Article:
Our Salumeria – More Than Just Cold Cuts!

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Alimentari De Angelis    Pontelandolfo (BN)

Before I ventured into Alimentari De Angelis, our local salumeria for the first time alone, I stood outside  and took a breath. My heart was pounding.  Would I remember all the Italian I needed to buy mortadella or prosciutto or – well anything?  Etto?  Cento grammi – was that close to 1/4 pound?  Theatre training kicks in – I review my lines – visualize my actions – think about what I was doing before I went through the door and said, “Vorrei un etto di – –  Un etto of what – eeeeeeech -here is where I point at the case and resist saying “that salami looking stuff”. I know these words.  I eat these words – wait – I didn’t say that right.

Now you are thinking – it is just a store in a small Italian village – stop with the dramatics.  You’re right.  But in this village everyone knows everyone else.  I can’t embarrass generations of Guerreras and Sollas.  I notice the woman on the bench near the store staring at me.  I go in.  The small shop  – about 8X10 – was crammed full of just about anything you needed to create a quick scrumptious meal.  Packets of pasta, a few round loaves of bread, rice, canned good, juice, paper plates, – you get the picture.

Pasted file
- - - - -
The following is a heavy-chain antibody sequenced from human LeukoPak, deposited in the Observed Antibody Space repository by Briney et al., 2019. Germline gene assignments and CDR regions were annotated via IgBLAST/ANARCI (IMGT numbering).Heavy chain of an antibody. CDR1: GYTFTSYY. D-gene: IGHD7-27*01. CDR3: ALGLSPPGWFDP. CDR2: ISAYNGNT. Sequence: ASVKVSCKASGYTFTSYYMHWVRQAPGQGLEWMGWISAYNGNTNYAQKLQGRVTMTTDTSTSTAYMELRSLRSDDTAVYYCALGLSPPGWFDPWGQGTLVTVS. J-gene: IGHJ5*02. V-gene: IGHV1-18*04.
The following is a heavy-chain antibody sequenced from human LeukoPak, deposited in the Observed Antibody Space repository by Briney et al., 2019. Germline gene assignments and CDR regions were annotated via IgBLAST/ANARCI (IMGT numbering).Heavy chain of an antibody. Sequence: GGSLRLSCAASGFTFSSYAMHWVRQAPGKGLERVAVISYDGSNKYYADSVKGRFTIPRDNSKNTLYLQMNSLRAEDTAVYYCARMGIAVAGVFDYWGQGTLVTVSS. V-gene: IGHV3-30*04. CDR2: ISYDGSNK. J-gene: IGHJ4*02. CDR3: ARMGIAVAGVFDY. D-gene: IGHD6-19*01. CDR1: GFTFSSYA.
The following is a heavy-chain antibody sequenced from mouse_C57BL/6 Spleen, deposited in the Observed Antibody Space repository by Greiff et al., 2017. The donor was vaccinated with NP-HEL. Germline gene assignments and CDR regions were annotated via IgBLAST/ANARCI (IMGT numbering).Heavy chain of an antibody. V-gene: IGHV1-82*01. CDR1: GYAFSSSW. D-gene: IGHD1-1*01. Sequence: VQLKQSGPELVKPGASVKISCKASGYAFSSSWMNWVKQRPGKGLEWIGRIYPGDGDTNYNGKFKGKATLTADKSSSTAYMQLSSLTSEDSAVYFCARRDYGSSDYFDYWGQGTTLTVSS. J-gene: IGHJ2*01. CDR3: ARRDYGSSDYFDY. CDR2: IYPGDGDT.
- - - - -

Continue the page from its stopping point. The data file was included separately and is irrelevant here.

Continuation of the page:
The three people in front of the meat counter turned as I pushed aside the beaded curtain, entered and said “boun giorno.”  (Everyone says boun giorno every time they enter a shop – most times the folks in the shop echo an answer.)  While I was waiting for my turn, the other customers and I  stood close together in the jammed packed shop.  This was a good thing.  I could see and hear how they interacted with the shop’s owner, Pierina De Angelis.  After all,  we were all here for what was found in the refrigerator case – mortadella, prosciutto, salami di Milano, salami di Napoli …..

Soon it was my turn – I noticed a price list taped to the refrigerated display case and had memorized it.  How could everything be un euro or un euro e 20 centesimi per un etto?  Cheap great meats – how did I know the cold cuts were great?  My cousin and world’s greatest cook, Carmela Mancini, shopped here.

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The friendly Pierina De Angelis and her husband Antonio Santo Pietro. (My nonna’s first husband was a Santo Pietro – wonder if we are kind of related?)